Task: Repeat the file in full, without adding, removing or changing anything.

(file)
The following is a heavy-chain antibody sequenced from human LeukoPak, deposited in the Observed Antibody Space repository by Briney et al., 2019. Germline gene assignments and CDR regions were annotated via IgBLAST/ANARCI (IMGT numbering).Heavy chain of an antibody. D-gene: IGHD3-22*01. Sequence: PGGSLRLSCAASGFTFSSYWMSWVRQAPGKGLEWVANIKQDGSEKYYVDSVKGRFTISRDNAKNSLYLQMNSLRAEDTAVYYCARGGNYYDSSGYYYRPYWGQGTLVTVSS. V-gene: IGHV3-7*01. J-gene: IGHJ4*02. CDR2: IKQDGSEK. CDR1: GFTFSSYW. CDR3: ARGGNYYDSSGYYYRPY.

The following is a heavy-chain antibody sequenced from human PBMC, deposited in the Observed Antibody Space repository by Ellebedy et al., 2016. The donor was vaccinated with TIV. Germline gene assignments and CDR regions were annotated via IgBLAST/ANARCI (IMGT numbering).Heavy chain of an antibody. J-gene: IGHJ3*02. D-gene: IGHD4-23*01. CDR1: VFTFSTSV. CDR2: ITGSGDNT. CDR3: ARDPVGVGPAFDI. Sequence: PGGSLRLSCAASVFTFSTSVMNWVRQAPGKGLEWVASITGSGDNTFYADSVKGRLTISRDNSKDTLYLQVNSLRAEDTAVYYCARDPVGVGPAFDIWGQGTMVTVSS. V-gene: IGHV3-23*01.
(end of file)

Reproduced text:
The following is a heavy-chain antibody sequenced from human LeukoPak, deposited in the Observed Antibody Space repository by Briney et al., 2019. Germline gene assignments and CDR regions were annotated via IgBLAST/ANARCI (IMGT numbering).Heavy chain of an antibody. D-gene: IGHD3-22*01. Sequence: PGGSLRLSCAASGFTFSSYWMSWVRQAPGKGLEWVANIKQDGSEKYYVDSVKGRFTISRDNAKNSLYLQMNSLRAEDTAVYYCARGGNYYDSSGYYYRPYWGQGTLVTVSS. V-gene: IGHV3-7*01. J-gene: IGHJ4*02. CDR2: IKQDGSEK. CDR1: GFTFSSYW. CDR3: ARGGNYYDSSGYYYRPY.

The following is a heavy-chain antibody sequenced from human PBMC, deposited in the Observed Antibody Space repository by Ellebedy et al., 2016. The donor was vaccinated with TIV. Germline gene assignments and CDR regions were annotated via IgBLAST/ANARCI (IMGT numbering).Heavy chain of an antibody. J-gene: IGHJ3*02. D-gene: IGHD4-23*01. CDR1: VFTFSTSV. CDR2: ITGSGDNT. CDR3: ARDPVGVGPAFDI. Sequence: PGGSLRLSCAASVFTFSTSVMNWVRQAPGKGLEWVASITGSGDNTFYADSVKGRLTISRDNSKDTLYLQVNSLRAEDTAVYYCARDPVGVGPAFDIWGQGTMVTVSS. V-gene: IGHV3-23*01.